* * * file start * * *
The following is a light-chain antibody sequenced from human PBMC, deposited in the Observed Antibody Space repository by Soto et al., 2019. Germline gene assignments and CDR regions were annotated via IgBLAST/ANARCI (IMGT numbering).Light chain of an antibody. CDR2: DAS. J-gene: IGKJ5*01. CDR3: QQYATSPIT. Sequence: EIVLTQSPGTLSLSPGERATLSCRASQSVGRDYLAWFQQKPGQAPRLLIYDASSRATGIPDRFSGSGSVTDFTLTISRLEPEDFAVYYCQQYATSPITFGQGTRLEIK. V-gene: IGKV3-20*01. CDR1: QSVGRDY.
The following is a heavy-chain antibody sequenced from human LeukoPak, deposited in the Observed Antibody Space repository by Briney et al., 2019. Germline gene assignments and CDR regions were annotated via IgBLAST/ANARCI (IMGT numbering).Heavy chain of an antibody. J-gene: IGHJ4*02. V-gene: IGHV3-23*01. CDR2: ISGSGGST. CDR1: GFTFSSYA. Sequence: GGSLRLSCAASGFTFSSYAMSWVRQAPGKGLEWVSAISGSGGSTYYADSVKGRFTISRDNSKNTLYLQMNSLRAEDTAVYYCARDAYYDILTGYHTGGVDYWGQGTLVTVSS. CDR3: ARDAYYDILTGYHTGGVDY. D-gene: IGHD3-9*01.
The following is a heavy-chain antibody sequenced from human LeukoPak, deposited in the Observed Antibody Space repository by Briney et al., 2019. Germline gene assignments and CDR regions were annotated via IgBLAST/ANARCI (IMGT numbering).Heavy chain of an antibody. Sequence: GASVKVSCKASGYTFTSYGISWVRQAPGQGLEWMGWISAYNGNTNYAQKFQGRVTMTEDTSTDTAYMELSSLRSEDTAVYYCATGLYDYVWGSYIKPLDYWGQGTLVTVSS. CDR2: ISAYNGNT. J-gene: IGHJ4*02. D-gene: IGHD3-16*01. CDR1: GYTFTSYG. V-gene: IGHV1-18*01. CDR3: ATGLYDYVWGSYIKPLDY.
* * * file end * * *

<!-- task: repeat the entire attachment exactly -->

The following is a light-chain antibody sequenced from human PBMC, deposited in the Observed Antibody Space repository by Soto et al., 2019. Germline gene assignments and CDR regions were annotated via IgBLAST/ANARCI (IMGT numbering).Light chain of an antibody. CDR2: DAS. J-gene: IGKJ5*01. CDR3: QQYATSPIT. Sequence: EIVLTQSPGTLSLSPGERATLSCRASQSVGRDYLAWFQQKPGQAPRLLIYDASSRATGIPDRFSGSGSVTDFTLTISRLEPEDFAVYYCQQYATSPITFGQGTRLEIK. V-gene: IGKV3-20*01. CDR1: QSVGRDY.
The following is a heavy-chain antibody sequenced from human LeukoPak, deposited in the Observed Antibody Space repository by Briney et al., 2019. Germline gene assignments and CDR regions were annotated via IgBLAST/ANARCI (IMGT numbering).Heavy chain of an antibody. J-gene: IGHJ4*02. V-gene: IGHV3-23*01. CDR2: ISGSGGST. CDR1: GFTFSSYA. Sequence: GGSLRLSCAASGFTFSSYAMSWVRQAPGKGLEWVSAISGSGGSTYYADSVKGRFTISRDNSKNTLYLQMNSLRAEDTAVYYCARDAYYDILTGYHTGGVDYWGQGTLVTVSS. CDR3: ARDAYYDILTGYHTGGVDY. D-gene: IGHD3-9*01.
The following is a heavy-chain antibody sequenced from human LeukoPak, deposited in the Observed Antibody Space repository by Briney et al., 2019. Germline gene assignments and CDR regions were annotated via IgBLAST/ANARCI (IMGT numbering).Heavy chain of an antibody. Sequence: GASVKVSCKASGYTFTSYGISWVRQAPGQGLEWMGWISAYNGNTNYAQKFQGRVTMTEDTSTDTAYMELSSLRSEDTAVYYCATGLYDYVWGSYIKPLDYWGQGTLVTVSS. CDR2: ISAYNGNT. J-gene: IGHJ4*02. D-gene: IGHD3-16*01. CDR1: GYTFTSYG. V-gene: IGHV1-18*01. CDR3: ATGLYDYVWGSYIKPLDY.